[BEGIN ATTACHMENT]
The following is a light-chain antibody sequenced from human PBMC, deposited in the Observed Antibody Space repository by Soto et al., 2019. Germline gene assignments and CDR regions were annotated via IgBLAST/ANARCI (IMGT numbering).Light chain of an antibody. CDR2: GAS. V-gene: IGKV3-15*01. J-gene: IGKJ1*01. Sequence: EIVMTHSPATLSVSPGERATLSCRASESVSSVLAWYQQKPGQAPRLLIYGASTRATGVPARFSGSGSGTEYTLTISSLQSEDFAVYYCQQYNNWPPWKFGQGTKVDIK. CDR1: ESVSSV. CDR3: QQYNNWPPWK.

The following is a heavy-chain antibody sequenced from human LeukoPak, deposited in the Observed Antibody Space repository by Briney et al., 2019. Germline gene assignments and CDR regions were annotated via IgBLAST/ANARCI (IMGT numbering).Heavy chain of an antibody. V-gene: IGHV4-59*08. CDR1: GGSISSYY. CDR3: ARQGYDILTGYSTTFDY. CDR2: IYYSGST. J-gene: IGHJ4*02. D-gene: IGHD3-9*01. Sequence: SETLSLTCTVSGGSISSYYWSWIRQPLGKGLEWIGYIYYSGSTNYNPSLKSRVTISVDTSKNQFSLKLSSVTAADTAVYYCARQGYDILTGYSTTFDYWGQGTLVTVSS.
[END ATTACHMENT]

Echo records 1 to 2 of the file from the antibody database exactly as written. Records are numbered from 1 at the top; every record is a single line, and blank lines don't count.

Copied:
The following is a light-chain antibody sequenced from human PBMC, deposited in the Observed Antibody Space repository by Soto et al., 2019. Germline gene assignments and CDR regions were annotated via IgBLAST/ANARCI (IMGT numbering).Light chain of an antibody. CDR2: GAS. V-gene: IGKV3-15*01. J-gene: IGKJ1*01. Sequence: EIVMTHSPATLSVSPGERATLSCRASESVSSVLAWYQQKPGQAPRLLIYGASTRATGVPARFSGSGSGTEYTLTISSLQSEDFAVYYCQQYNNWPPWKFGQGTKVDIK. CDR1: ESVSSV. CDR3: QQYNNWPPWK.

The following is a heavy-chain antibody sequenced from human LeukoPak, deposited in the Observed Antibody Space repository by Briney et al., 2019. Germline gene assignments and CDR regions were annotated via IgBLAST/ANARCI (IMGT numbering).Heavy chain of an antibody. V-gene: IGHV4-59*08. CDR1: GGSISSYY. CDR3: ARQGYDILTGYSTTFDY. CDR2: IYYSGST. J-gene: IGHJ4*02. D-gene: IGHD3-9*01. Sequence: SETLSLTCTVSGGSISSYYWSWIRQPLGKGLEWIGYIYYSGSTNYNPSLKSRVTISVDTSKNQFSLKLSSVTAADTAVYYCARQGYDILTGYSTTFDYWGQGTLVTVSS.